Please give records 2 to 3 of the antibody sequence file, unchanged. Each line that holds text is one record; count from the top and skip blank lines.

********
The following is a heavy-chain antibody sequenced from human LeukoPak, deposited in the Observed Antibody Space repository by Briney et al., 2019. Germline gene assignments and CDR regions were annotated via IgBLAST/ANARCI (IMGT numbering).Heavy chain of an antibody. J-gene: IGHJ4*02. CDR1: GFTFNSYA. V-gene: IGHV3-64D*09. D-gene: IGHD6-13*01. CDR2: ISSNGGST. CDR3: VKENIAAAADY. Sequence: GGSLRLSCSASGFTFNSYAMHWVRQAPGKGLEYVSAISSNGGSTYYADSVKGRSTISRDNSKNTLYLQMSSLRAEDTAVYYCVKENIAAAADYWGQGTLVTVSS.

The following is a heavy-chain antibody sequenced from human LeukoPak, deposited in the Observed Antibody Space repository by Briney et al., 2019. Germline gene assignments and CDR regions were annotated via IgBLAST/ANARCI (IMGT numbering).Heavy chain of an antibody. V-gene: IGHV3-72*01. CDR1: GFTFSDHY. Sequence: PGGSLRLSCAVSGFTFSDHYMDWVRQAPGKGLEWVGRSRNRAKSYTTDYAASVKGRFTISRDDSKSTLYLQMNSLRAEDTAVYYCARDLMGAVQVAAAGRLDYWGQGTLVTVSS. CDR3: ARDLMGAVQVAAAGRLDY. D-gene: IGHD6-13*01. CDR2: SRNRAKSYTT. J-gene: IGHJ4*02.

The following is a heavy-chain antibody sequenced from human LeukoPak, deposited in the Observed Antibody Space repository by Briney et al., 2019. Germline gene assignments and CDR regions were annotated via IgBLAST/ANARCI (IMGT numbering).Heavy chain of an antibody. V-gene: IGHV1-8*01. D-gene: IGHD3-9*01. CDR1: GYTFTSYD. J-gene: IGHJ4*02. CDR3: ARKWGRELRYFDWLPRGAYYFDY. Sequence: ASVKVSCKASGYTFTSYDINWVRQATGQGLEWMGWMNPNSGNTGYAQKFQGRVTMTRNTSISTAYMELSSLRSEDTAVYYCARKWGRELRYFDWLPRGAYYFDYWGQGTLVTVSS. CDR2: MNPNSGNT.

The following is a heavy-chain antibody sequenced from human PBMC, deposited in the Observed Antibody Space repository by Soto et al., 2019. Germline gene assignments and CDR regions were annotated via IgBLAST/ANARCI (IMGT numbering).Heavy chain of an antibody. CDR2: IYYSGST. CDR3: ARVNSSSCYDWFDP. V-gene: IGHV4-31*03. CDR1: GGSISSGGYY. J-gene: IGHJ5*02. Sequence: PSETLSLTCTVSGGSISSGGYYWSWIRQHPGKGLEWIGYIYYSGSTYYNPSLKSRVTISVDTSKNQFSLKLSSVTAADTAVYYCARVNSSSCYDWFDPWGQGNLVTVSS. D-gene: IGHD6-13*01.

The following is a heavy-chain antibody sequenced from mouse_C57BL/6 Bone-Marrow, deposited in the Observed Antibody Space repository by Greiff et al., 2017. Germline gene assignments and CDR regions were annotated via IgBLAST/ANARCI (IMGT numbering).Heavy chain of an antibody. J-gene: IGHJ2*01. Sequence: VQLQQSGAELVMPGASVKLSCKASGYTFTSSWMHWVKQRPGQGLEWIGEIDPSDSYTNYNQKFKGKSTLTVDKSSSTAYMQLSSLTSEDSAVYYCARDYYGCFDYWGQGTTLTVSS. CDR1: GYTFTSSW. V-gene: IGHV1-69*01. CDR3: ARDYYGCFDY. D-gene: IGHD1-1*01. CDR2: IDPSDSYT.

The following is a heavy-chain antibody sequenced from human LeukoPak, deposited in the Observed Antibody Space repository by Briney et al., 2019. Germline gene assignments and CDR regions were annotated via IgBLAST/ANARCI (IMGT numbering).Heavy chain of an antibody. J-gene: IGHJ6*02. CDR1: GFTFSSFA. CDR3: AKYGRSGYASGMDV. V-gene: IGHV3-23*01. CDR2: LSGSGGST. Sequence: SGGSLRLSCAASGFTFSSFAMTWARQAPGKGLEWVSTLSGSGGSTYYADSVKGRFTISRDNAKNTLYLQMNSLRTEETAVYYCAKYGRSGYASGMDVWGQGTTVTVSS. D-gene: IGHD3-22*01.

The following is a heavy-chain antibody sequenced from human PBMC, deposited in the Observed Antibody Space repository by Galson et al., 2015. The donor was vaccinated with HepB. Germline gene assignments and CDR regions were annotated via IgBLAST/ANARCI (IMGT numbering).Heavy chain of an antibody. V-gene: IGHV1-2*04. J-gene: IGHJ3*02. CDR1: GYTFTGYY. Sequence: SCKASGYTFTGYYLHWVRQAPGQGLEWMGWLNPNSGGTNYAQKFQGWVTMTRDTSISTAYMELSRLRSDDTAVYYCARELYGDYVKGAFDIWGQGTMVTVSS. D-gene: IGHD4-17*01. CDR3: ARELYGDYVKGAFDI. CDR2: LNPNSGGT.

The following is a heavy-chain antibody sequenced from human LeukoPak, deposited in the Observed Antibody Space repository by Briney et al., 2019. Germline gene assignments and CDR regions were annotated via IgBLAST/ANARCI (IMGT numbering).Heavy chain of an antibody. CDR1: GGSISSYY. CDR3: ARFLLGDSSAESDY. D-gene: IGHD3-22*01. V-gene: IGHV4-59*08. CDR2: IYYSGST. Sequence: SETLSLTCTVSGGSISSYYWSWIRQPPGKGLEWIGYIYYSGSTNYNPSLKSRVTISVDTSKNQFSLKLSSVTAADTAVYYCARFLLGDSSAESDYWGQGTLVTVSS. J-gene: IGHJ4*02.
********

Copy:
The following is a heavy-chain antibody sequenced from human LeukoPak, deposited in the Observed Antibody Space repository by Briney et al., 2019. Germline gene assignments and CDR regions were annotated via IgBLAST/ANARCI (IMGT numbering).Heavy chain of an antibody. V-gene: IGHV3-72*01. CDR1: GFTFSDHY. Sequence: PGGSLRLSCAVSGFTFSDHYMDWVRQAPGKGLEWVGRSRNRAKSYTTDYAASVKGRFTISRDDSKSTLYLQMNSLRAEDTAVYYCARDLMGAVQVAAAGRLDYWGQGTLVTVSS. CDR3: ARDLMGAVQVAAAGRLDY. D-gene: IGHD6-13*01. CDR2: SRNRAKSYTT. J-gene: IGHJ4*02.

The following is a heavy-chain antibody sequenced from human LeukoPak, deposited in the Observed Antibody Space repository by Briney et al., 2019. Germline gene assignments and CDR regions were annotated via IgBLAST/ANARCI (IMGT numbering).Heavy chain of an antibody. V-gene: IGHV1-8*01. D-gene: IGHD3-9*01. CDR1: GYTFTSYD. J-gene: IGHJ4*02. CDR3: ARKWGRELRYFDWLPRGAYYFDY. Sequence: ASVKVSCKASGYTFTSYDINWVRQATGQGLEWMGWMNPNSGNTGYAQKFQGRVTMTRNTSISTAYMELSSLRSEDTAVYYCARKWGRELRYFDWLPRGAYYFDYWGQGTLVTVSS. CDR2: MNPNSGNT.